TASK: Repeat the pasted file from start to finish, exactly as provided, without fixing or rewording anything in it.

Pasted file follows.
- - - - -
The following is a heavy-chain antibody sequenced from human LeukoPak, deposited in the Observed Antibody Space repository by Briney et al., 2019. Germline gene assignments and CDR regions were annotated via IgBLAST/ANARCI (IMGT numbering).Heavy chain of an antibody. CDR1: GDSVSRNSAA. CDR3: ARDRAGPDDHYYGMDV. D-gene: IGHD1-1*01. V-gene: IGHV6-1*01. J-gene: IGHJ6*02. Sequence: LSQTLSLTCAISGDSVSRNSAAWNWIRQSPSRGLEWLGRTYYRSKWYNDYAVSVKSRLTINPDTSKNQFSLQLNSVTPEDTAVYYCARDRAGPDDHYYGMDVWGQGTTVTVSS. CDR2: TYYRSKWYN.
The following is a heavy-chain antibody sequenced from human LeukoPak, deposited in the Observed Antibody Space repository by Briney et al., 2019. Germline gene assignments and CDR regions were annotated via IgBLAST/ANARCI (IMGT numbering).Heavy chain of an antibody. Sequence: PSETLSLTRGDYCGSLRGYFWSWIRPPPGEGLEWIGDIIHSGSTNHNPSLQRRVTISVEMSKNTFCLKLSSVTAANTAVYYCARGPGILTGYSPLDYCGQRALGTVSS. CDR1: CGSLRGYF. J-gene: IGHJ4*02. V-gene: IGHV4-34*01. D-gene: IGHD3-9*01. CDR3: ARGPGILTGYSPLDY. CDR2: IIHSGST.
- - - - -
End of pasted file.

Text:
The following is a heavy-chain antibody sequenced from human LeukoPak, deposited in the Observed Antibody Space repository by Briney et al., 2019. Germline gene assignments and CDR regions were annotated via IgBLAST/ANARCI (IMGT numbering).Heavy chain of an antibody. CDR1: GDSVSRNSAA. CDR3: ARDRAGPDDHYYGMDV. D-gene: IGHD1-1*01. V-gene: IGHV6-1*01. J-gene: IGHJ6*02. Sequence: LSQTLSLTCAISGDSVSRNSAAWNWIRQSPSRGLEWLGRTYYRSKWYNDYAVSVKSRLTINPDTSKNQFSLQLNSVTPEDTAVYYCARDRAGPDDHYYGMDVWGQGTTVTVSS. CDR2: TYYRSKWYN.
The following is a heavy-chain antibody sequenced from human LeukoPak, deposited in the Observed Antibody Space repository by Briney et al., 2019. Germline gene assignments and CDR regions were annotated via IgBLAST/ANARCI (IMGT numbering).Heavy chain of an antibody. Sequence: PSETLSLTRGDYCGSLRGYFWSWIRPPPGEGLEWIGDIIHSGSTNHNPSLQRRVTISVEMSKNTFCLKLSSVTAANTAVYYCARGPGILTGYSPLDYCGQRALGTVSS. CDR1: CGSLRGYF. J-gene: IGHJ4*02. V-gene: IGHV4-34*01. D-gene: IGHD3-9*01. CDR3: ARGPGILTGYSPLDY. CDR2: IIHSGST.